Just a few hours ago I finished my very first lecture at my very first post PhD job. And it was exciting, let me tell you. I have the rare privilege of teaching the very stuff that matters most to my research. It's great!
In the past few weeks I've been culling together my materials for this class and a few things occurred to me about the nature of teaching pop music classes, especially those classes that rub up against the present. At a certain level, we must consume pop culture at an accelerated rate approaching hyper-consumption. Those of us who work in that vague temporal period known as "Music of the 20th Century and Beyond" must somehow keep up with the ever-changing pop cultural landscape through consumption. This is a pop cultural landscape increasingly characterized by ever-changing niche markets and sub-sub-genres where the mainstream isn't as central as it was just five or ten years ago (let alone what it was during Michael Jackson's hey-day). Those of us who work on music from different parts of the world have an even greater challenge of keeping up with pop culture shifts in multiple places. It can be a bit dizzying.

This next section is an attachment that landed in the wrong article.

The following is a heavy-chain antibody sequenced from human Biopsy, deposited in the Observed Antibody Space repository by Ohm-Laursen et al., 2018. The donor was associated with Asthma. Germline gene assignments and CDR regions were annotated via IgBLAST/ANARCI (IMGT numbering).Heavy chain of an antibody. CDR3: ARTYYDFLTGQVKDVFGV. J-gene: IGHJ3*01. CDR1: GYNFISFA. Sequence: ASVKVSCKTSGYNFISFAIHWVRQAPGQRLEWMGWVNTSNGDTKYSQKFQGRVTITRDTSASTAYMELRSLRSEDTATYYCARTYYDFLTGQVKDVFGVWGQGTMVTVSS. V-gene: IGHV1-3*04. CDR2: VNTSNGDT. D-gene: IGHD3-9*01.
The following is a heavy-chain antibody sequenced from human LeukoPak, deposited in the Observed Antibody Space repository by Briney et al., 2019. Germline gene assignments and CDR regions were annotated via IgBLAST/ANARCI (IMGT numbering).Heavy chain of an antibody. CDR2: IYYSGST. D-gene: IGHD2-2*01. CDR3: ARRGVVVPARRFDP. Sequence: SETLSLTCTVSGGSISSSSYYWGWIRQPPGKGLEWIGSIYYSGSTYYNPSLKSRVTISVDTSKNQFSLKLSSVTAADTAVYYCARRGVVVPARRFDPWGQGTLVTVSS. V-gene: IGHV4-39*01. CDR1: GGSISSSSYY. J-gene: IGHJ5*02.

Some of us are really savvy at navigating this new cultural landscape. We read music blogs, twitter and what have you. We pay attention to what we hear on our favorite TV shows and we keep up with our students' tastes as much as possible. Some of us are also pop music producers/performers and through that practice, we are always involved in what's going on. Or we try to be. It's a talent that I very much wish I had, but alas, I do not as of yet. As a blogger (and twitterer) and active user of the internet, I consume and listen as much as I can. But as an academic and a specialist, I often feel pressured to turn on that giant fire hose of pop culture at specific times to be as efficient as humanly possible. It's a common dilemma: there just isn't the time to hear all the great stuff that there is out there.
So how do we do it? Where do we set our limits? Apart from the basic ethical dilemmas of piracy (and a legal system that treats file-sharing as a very serious crime), I always feel myself turning into a hyper-consumer in the weeks leading up to a new class. (All of this doesn't even begin to approach the problems of making these examples accessible to students... but I digress.) I don't want the examples I cite to be dated or "played out," but I also don't want to compromise the arguments I wish to craft over the course of the term. It's a serious dilemma. Any ideas from the peanut gallery of professing pop scholars?